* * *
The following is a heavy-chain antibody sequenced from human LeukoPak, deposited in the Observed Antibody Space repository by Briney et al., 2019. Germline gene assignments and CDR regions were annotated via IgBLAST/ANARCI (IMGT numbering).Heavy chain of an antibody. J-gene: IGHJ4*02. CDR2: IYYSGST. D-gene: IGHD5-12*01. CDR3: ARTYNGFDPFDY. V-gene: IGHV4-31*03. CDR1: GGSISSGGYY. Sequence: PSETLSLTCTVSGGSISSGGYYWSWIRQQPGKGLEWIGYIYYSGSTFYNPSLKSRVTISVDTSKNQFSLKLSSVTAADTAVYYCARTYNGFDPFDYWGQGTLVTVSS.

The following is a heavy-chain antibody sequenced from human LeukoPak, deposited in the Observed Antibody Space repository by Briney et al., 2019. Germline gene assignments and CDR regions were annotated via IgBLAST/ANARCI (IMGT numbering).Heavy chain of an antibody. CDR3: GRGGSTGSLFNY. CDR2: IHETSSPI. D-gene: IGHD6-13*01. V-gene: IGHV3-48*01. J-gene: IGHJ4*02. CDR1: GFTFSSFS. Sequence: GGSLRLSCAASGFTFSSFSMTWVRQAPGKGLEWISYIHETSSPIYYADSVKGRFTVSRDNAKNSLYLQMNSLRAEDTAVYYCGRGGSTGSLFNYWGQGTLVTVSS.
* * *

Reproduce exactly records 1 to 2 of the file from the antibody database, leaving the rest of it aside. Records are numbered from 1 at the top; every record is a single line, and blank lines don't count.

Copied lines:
The following is a heavy-chain antibody sequenced from human LeukoPak, deposited in the Observed Antibody Space repository by Briney et al., 2019. Germline gene assignments and CDR regions were annotated via IgBLAST/ANARCI (IMGT numbering).Heavy chain of an antibody. J-gene: IGHJ4*02. CDR2: IYYSGST. D-gene: IGHD5-12*01. CDR3: ARTYNGFDPFDY. V-gene: IGHV4-31*03. CDR1: GGSISSGGYY. Sequence: PSETLSLTCTVSGGSISSGGYYWSWIRQQPGKGLEWIGYIYYSGSTFYNPSLKSRVTISVDTSKNQFSLKLSSVTAADTAVYYCARTYNGFDPFDYWGQGTLVTVSS.

The following is a heavy-chain antibody sequenced from human LeukoPak, deposited in the Observed Antibody Space repository by Briney et al., 2019. Germline gene assignments and CDR regions were annotated via IgBLAST/ANARCI (IMGT numbering).Heavy chain of an antibody. CDR3: GRGGSTGSLFNY. CDR2: IHETSSPI. D-gene: IGHD6-13*01. V-gene: IGHV3-48*01. J-gene: IGHJ4*02. CDR1: GFTFSSFS. Sequence: GGSLRLSCAASGFTFSSFSMTWVRQAPGKGLEWISYIHETSSPIYYADSVKGRFTVSRDNAKNSLYLQMNSLRAEDTAVYYCGRGGSTGSLFNYWGQGTLVTVSS.